When is a green burial inappropriate? We're all for biodegradable coffins and environmentally sound funerals, but some recently-introduced methods may go too far.
Chemical & Engineering News points us to a number of possibilities for green—and slightly gruesome—burials and cremations. A wSwedish company called Promessa, for example, plans to dunk corpses into liquid nitrogen, break them down into small, freeze-dried pieces, suck away excess water with vacuums, and place the broken-down bodies into corn starch coffins. Promessa reasons that the tactic is greener than cremations, which spew toxic flue gases into the air.
But enterprising companies are also working on environmentally-sound cremation processes. Resomation Ltd. breaks down corpses with alkaline hydrolysis instead of high heat—a tweak that stops tissue from being burned and causes the whole process to use just an eighth of the energy of standard cremation. At the end of the process, dental fillings can be separated out, preventing mercury from being released into the atmosphere. Crematoriums that really want to close the loop can also use waste heat from cremations to generate air-conditioning.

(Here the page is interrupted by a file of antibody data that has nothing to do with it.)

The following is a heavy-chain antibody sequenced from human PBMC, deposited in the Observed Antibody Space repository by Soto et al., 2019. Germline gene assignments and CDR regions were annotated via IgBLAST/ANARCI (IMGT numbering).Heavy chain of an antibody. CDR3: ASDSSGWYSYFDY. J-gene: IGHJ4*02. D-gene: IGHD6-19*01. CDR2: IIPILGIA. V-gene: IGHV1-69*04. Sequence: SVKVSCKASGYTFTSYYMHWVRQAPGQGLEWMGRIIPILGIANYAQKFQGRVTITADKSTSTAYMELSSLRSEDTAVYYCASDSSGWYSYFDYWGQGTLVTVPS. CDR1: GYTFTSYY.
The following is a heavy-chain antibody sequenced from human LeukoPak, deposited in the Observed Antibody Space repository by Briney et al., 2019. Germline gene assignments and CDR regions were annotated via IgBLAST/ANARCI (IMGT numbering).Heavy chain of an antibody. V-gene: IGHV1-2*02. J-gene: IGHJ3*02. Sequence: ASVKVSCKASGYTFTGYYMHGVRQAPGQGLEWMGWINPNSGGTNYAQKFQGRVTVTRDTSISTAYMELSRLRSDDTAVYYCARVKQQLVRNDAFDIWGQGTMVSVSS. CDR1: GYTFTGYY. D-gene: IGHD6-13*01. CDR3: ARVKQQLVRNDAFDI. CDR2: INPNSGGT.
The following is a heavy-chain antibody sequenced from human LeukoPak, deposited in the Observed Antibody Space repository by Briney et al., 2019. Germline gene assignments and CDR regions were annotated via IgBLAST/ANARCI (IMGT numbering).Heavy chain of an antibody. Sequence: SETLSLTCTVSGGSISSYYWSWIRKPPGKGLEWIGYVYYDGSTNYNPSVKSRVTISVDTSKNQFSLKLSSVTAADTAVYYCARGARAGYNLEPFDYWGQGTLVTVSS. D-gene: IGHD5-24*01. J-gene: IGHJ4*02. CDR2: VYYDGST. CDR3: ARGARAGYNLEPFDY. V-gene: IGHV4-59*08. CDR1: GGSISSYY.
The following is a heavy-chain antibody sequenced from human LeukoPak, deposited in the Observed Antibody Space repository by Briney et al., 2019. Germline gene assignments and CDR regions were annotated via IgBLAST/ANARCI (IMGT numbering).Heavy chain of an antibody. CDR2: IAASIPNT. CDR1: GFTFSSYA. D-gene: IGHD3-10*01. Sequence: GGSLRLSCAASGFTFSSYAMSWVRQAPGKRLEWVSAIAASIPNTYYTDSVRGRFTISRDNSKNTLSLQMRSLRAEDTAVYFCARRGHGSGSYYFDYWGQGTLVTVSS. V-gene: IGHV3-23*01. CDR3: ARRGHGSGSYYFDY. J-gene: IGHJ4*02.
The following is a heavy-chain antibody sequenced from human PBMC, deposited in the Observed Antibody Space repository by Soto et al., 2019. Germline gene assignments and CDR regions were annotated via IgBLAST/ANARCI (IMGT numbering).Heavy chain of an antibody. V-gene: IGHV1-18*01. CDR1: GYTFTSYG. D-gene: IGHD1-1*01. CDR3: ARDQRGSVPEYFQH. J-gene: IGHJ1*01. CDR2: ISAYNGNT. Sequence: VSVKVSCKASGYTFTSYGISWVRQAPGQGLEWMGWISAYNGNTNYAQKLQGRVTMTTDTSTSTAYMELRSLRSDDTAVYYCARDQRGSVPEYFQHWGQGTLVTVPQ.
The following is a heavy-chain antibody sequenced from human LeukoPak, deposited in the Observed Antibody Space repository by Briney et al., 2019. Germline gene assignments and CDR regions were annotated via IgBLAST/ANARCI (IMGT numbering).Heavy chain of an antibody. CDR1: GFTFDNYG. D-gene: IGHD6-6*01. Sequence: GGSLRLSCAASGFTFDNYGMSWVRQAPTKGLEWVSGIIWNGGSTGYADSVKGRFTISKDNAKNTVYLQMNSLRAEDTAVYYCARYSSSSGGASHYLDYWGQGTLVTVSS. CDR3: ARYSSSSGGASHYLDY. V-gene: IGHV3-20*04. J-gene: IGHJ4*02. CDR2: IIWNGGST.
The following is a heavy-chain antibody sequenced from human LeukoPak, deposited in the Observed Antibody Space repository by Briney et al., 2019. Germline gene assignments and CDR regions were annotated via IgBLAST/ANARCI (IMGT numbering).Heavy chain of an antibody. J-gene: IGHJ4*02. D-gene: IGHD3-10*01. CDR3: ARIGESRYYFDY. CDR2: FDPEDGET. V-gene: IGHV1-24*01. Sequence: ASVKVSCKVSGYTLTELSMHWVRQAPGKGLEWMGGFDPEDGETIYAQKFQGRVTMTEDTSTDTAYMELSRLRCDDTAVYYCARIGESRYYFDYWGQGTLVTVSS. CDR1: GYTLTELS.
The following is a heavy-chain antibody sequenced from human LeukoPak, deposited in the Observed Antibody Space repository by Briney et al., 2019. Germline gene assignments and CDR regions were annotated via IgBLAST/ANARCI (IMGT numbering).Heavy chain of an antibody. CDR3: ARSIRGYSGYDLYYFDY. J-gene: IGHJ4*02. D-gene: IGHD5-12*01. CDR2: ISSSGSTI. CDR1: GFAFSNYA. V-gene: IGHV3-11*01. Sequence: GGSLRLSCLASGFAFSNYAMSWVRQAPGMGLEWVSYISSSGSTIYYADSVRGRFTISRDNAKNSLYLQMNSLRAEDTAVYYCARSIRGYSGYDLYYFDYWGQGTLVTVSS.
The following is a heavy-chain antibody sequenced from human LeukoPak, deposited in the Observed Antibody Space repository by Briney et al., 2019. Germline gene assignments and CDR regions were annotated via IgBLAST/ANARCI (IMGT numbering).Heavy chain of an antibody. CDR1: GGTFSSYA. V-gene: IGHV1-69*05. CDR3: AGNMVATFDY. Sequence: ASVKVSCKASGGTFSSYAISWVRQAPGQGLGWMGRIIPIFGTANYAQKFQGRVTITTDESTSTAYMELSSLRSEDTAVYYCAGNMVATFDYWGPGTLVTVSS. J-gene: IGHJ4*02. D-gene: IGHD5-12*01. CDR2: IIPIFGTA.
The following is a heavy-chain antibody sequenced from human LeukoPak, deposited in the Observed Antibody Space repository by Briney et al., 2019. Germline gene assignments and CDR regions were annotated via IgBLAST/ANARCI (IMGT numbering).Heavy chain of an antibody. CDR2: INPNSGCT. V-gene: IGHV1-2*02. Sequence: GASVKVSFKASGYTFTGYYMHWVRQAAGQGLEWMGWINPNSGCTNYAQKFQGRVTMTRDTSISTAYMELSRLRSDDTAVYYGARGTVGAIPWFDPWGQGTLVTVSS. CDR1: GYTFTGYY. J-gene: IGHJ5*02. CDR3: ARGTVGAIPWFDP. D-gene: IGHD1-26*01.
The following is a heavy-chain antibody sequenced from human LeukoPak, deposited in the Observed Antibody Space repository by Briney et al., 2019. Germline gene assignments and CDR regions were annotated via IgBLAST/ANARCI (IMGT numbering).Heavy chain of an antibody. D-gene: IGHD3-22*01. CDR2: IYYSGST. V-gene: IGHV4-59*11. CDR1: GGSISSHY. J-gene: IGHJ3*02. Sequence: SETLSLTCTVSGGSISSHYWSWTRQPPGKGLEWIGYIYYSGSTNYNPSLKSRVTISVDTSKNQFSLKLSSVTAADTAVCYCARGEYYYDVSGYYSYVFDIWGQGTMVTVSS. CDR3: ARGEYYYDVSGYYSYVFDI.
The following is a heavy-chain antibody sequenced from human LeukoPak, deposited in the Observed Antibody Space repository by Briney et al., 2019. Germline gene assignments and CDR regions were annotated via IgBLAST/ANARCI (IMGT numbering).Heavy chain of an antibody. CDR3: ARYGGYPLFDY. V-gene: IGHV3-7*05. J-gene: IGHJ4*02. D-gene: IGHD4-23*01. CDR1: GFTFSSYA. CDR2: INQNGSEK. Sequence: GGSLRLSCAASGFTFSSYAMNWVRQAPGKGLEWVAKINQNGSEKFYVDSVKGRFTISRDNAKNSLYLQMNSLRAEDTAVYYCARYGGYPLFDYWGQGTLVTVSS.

In any case, mourners shouldn't consider the Promessa freeze-drying route quite yet. Clinical tests don't begin until this fall. What do you think—would you employ Promessa's services once they become available?